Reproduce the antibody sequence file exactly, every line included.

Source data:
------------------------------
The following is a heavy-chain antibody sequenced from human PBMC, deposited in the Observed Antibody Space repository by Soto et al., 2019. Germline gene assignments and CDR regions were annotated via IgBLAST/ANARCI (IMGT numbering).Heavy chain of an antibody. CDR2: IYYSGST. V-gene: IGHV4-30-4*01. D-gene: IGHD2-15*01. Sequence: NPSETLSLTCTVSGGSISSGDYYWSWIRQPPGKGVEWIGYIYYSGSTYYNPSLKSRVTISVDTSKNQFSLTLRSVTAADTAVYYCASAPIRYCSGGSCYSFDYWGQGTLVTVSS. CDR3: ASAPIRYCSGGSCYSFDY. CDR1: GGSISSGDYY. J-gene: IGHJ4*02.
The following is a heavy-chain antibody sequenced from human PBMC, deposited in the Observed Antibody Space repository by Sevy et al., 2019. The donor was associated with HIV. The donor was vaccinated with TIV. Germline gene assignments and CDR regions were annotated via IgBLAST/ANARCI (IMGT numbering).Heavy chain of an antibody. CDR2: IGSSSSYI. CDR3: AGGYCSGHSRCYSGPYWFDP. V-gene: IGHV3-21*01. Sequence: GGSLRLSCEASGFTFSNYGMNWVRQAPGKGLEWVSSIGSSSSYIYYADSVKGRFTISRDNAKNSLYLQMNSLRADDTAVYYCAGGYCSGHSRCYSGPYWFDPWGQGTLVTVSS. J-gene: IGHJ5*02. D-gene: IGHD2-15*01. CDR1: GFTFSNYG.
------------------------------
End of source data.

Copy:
The following is a heavy-chain antibody sequenced from human PBMC, deposited in the Observed Antibody Space repository by Soto et al., 2019. Germline gene assignments and CDR regions were annotated via IgBLAST/ANARCI (IMGT numbering).Heavy chain of an antibody. CDR2: IYYSGST. V-gene: IGHV4-30-4*01. D-gene: IGHD2-15*01. Sequence: NPSETLSLTCTVSGGSISSGDYYWSWIRQPPGKGVEWIGYIYYSGSTYYNPSLKSRVTISVDTSKNQFSLTLRSVTAADTAVYYCASAPIRYCSGGSCYSFDYWGQGTLVTVSS. CDR3: ASAPIRYCSGGSCYSFDY. CDR1: GGSISSGDYY. J-gene: IGHJ4*02.
The following is a heavy-chain antibody sequenced from human PBMC, deposited in the Observed Antibody Space repository by Sevy et al., 2019. The donor was associated with HIV. The donor was vaccinated with TIV. Germline gene assignments and CDR regions were annotated via IgBLAST/ANARCI (IMGT numbering).Heavy chain of an antibody. CDR2: IGSSSSYI. CDR3: AGGYCSGHSRCYSGPYWFDP. V-gene: IGHV3-21*01. Sequence: GGSLRLSCEASGFTFSNYGMNWVRQAPGKGLEWVSSIGSSSSYIYYADSVKGRFTISRDNAKNSLYLQMNSLRADDTAVYYCAGGYCSGHSRCYSGPYWFDPWGQGTLVTVSS. J-gene: IGHJ5*02. D-gene: IGHD2-15*01. CDR1: GFTFSNYG.